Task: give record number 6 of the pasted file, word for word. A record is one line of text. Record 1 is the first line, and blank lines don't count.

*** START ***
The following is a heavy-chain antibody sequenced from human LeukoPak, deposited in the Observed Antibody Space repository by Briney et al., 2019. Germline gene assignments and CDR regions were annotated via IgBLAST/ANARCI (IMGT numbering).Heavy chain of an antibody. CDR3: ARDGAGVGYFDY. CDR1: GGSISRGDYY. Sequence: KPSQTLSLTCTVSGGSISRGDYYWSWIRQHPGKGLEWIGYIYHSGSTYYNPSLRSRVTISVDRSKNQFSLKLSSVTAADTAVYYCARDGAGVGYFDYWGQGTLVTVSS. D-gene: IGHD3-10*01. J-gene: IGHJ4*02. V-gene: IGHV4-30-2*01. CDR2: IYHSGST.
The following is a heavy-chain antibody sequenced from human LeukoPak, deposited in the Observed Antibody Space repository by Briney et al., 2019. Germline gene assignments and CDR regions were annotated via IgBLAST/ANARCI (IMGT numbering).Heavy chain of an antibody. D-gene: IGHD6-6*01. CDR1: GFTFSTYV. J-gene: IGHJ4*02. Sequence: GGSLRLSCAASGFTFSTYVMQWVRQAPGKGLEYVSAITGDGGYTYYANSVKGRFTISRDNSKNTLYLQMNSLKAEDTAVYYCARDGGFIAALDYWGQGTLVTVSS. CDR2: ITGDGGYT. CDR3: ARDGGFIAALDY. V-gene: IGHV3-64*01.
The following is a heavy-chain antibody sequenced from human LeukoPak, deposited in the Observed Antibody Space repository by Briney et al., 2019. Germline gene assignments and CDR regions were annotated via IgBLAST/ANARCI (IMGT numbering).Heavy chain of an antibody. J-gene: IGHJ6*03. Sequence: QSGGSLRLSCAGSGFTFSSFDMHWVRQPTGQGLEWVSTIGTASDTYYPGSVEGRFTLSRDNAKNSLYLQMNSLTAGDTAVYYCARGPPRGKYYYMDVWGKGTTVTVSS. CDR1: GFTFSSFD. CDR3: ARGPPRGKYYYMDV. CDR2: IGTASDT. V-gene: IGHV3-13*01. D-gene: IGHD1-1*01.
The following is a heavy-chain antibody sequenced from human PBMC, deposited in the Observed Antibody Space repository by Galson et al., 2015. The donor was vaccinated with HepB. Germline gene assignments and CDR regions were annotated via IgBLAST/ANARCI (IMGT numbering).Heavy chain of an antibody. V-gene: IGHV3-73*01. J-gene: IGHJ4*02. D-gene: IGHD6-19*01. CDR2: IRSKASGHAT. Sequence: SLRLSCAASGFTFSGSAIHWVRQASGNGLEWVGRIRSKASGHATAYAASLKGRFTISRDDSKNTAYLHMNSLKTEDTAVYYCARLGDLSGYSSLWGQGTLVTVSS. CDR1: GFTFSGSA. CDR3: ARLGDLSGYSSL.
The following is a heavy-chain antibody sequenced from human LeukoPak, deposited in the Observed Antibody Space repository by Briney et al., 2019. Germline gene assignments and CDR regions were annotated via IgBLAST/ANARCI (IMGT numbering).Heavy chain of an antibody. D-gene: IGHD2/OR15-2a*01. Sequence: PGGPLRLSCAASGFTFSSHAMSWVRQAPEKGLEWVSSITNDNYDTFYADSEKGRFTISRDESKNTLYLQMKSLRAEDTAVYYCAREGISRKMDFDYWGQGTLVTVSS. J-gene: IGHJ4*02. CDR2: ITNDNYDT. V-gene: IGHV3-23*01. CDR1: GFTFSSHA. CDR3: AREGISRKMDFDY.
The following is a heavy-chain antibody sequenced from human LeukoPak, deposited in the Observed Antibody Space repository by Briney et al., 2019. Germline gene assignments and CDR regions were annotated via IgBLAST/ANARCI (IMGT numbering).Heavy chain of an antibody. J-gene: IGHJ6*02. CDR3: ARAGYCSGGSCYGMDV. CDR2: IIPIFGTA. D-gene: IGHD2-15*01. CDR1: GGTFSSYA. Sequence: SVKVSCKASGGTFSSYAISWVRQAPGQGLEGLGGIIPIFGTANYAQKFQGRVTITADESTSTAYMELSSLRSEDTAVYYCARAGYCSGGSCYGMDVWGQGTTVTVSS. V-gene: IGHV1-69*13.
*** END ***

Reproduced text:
The following is a heavy-chain antibody sequenced from human LeukoPak, deposited in the Observed Antibody Space repository by Briney et al., 2019. Germline gene assignments and CDR regions were annotated via IgBLAST/ANARCI (IMGT numbering).Heavy chain of an antibody. J-gene: IGHJ6*02. CDR3: ARAGYCSGGSCYGMDV. CDR2: IIPIFGTA. D-gene: IGHD2-15*01. CDR1: GGTFSSYA. Sequence: SVKVSCKASGGTFSSYAISWVRQAPGQGLEGLGGIIPIFGTANYAQKFQGRVTITADESTSTAYMELSSLRSEDTAVYYCARAGYCSGGSCYGMDVWGQGTTVTVSS. V-gene: IGHV1-69*13.